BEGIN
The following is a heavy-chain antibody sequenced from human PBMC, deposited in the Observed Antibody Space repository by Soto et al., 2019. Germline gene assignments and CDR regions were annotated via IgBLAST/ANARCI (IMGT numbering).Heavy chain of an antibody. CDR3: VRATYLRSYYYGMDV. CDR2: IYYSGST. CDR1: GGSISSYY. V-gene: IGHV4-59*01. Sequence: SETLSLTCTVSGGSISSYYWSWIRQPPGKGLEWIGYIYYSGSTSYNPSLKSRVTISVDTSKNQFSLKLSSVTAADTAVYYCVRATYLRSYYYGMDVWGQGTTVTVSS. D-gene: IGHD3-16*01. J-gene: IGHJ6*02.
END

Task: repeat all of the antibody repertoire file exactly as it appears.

The following is a heavy-chain antibody sequenced from human PBMC, deposited in the Observed Antibody Space repository by Soto et al., 2019. Germline gene assignments and CDR regions were annotated via IgBLAST/ANARCI (IMGT numbering).Heavy chain of an antibody. CDR3: VRATYLRSYYYGMDV. CDR2: IYYSGST. CDR1: GGSISSYY. V-gene: IGHV4-59*01. Sequence: SETLSLTCTVSGGSISSYYWSWIRQPPGKGLEWIGYIYYSGSTSYNPSLKSRVTISVDTSKNQFSLKLSSVTAADTAVYYCVRATYLRSYYYGMDVWGQGTTVTVSS. D-gene: IGHD3-16*01. J-gene: IGHJ6*02.